Are you a business owner who is contemplating divorce? Whether you and your spouse run your business together or it’s a separate affair, it will need to be addressed in the divorce. So how do you fairly decide on how to handle the division of a business? We asked CPA, Darren Hall, to walk us through some of the basics of this process.
Whether the business is managed by a single spouse or both, Hall states that it’s important to remove your emotions from the process as best you can, and remember that this is now a business transaction.
“When you're at the point where you're facing divorce, a major concern is what's going to happen with the business. It could be that for one partner, it's their livelihood, it's their baby. It's what they've done, it's what they want to keep doing. And there are serious concerns that it's going to have to be sold or liquidated, or that it's not going to be able to be kept because the other partner is going to need to be paid off,” says Hall. “The first thing to do is remember that you're at a point now where the marriage is over, and you're now looking at everything as a business transaction. So how are you going to get to the end goal that you want, which is keep your business, separate it from your spouse, get your spouse his or her share of the assets, and move forward?”
The first and most important step in dividing a business in a divorce is to determine the worth of the business.
“If you look at a piece of real estate or a vehicle, it's easy to figure out what it's worth. For most things, the value is readily ascertainable. For businesses, it's a lot more difficult,” says Hall. “There's a whole group of professionals that deal with that; they're called certified valuation analysts.”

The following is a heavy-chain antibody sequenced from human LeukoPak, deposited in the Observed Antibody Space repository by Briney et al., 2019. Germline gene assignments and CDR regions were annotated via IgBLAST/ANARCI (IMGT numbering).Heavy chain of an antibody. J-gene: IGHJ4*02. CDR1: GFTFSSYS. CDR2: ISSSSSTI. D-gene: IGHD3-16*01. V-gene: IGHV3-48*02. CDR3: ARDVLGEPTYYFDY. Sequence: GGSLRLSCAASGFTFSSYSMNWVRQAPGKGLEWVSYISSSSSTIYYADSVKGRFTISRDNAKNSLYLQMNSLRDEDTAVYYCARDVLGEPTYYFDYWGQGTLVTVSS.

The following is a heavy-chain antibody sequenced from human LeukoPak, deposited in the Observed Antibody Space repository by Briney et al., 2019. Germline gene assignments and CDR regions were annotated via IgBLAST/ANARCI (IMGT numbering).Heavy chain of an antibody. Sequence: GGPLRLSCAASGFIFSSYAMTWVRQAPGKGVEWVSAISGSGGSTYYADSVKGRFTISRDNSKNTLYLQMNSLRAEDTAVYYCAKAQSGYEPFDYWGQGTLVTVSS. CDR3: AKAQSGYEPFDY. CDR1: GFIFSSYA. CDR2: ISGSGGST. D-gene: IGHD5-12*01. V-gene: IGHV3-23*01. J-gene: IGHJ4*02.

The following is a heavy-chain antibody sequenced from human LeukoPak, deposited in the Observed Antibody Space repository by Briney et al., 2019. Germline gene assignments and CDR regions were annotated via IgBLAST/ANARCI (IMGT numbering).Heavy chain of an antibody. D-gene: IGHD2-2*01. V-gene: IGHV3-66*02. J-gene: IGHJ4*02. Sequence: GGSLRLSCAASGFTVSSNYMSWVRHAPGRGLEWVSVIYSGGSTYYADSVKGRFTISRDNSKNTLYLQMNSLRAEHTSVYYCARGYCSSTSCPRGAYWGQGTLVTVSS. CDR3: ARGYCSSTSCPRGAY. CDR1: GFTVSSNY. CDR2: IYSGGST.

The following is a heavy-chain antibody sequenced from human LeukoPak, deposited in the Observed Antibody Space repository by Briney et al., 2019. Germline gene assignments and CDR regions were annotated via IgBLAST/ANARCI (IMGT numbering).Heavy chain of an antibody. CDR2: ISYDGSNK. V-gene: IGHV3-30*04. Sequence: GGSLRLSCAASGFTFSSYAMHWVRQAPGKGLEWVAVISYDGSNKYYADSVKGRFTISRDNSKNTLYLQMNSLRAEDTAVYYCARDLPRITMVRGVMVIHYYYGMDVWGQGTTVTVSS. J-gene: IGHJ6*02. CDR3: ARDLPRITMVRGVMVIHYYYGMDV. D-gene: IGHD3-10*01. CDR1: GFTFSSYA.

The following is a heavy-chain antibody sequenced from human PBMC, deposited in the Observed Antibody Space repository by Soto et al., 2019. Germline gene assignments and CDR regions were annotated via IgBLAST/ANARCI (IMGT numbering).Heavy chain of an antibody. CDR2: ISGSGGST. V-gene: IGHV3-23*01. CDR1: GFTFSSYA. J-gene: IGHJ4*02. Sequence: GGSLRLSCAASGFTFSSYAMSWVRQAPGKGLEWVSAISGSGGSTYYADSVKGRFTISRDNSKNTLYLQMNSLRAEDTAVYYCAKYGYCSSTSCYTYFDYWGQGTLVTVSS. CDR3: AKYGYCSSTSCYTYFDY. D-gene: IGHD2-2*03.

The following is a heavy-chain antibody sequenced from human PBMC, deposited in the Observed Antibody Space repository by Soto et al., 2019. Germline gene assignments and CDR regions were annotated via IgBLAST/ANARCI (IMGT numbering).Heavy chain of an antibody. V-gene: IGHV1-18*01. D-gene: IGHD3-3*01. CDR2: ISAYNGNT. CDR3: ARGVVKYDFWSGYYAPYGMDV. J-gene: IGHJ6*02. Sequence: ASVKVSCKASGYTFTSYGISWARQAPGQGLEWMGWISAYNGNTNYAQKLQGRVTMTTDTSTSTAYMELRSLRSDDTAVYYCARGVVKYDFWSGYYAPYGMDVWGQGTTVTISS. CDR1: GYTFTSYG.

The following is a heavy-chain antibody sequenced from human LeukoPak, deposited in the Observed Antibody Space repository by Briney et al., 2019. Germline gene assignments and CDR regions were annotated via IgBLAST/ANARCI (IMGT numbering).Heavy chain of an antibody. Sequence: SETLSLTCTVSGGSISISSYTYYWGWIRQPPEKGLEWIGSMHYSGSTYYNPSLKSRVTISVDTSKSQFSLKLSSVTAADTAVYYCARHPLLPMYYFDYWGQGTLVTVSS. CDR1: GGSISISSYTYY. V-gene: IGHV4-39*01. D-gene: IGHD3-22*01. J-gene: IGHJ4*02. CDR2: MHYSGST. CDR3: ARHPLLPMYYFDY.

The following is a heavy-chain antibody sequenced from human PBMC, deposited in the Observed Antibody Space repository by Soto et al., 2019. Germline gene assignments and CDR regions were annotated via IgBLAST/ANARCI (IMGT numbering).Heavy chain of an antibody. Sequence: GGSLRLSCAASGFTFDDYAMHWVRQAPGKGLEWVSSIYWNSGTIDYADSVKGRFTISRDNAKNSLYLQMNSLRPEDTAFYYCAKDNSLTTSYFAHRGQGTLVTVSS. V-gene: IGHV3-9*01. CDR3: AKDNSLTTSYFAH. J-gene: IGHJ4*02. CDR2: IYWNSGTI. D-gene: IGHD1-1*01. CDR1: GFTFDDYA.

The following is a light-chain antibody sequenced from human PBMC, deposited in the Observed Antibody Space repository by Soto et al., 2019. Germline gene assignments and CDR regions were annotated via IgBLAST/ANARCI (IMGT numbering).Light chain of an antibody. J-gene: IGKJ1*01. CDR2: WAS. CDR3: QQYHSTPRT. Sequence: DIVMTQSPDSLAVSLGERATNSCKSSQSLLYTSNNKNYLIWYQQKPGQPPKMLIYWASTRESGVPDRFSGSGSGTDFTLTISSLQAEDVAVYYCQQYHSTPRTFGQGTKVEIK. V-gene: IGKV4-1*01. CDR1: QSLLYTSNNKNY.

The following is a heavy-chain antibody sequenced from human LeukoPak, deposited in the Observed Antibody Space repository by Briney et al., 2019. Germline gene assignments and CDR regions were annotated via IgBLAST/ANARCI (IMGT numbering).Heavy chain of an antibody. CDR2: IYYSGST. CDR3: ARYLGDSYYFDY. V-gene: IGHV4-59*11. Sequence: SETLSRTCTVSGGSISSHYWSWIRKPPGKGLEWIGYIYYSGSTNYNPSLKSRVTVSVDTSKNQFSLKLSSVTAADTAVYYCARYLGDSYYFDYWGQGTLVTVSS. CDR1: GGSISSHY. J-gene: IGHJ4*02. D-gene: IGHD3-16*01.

Hall explained that there are several methods certified valuation analysts can employ to help you determine the value of your business. Whichever method is used, once the process is completed, divorcing spouses will then need to decide how they want to divide their business, along with their other assets. While state laws vary as to how property is divided (e.g., community property vs. equitable division), the general goal is for assets to be divided 50/50, or in a way that is considered fair and equitable.
“Oftentimes what happens is you'll have a home that's worth $500,000, a few other small assets that are really not significant, and then you've got a business that's worth $2 million. And there's no way to do just an even split, because one asset is way too big,” says Hall. “In that case, there's the option of selling the business to an outside party and splitting the cash, there's the option for one partner to buy out the other spouses interest, and the third option is that one spouse just gets a bigger piece of the assets than the other.”
An important consideration that all business owners should be aware of when negotiating division of assets in a divorce, is the role that taxes will inevitably play.
“A key thing that a lot of people miss quite often is that it's not enough to say, 'You got a million dollars’ worth of assets, and I got a million dollars’ worth of assets,'” says Hall. “This is because assets have a thing called basis, and the basis determines what the taxability of those assets are going to be when they're ultimately sold. So all assets in a divorce settlement should always be tax adjusted to their after-tax value.”
When asked if it’s possible or wise for divorcing partners to continue co-owning a business, Hall states that this option can sometimes be beneficial for both parties, assuming you’re able to successfully continue working together.
“Sometimes it can be very beneficial, tax wise, for partners to split the company and remain as co-owners. As I said at the beginning, you're at the point where your marriage is over. You should take emotion out of it and start looking at it as a business transaction by asking, ‘How do we make sure that we each come out of this the best that we can be?’ And oftentimes, if both partners remain in the business, that can create a phenomenal result due to the shifting of income from the higher income taxpayer to the lower income taxpayer, which can result in some tax savings that can be split by both parties,” says Hall.
While the process of deciding how to divide a business in a divorce is not a simple one, there are options available for both parties to pursue that can ensure a fair decision is reached. If you are a business owner who is considering a divorce, you can listen to Darren’s full interview, where he dives further into the details of the processes required to evaluate and divide a business, on our Modern Family Matters podcast.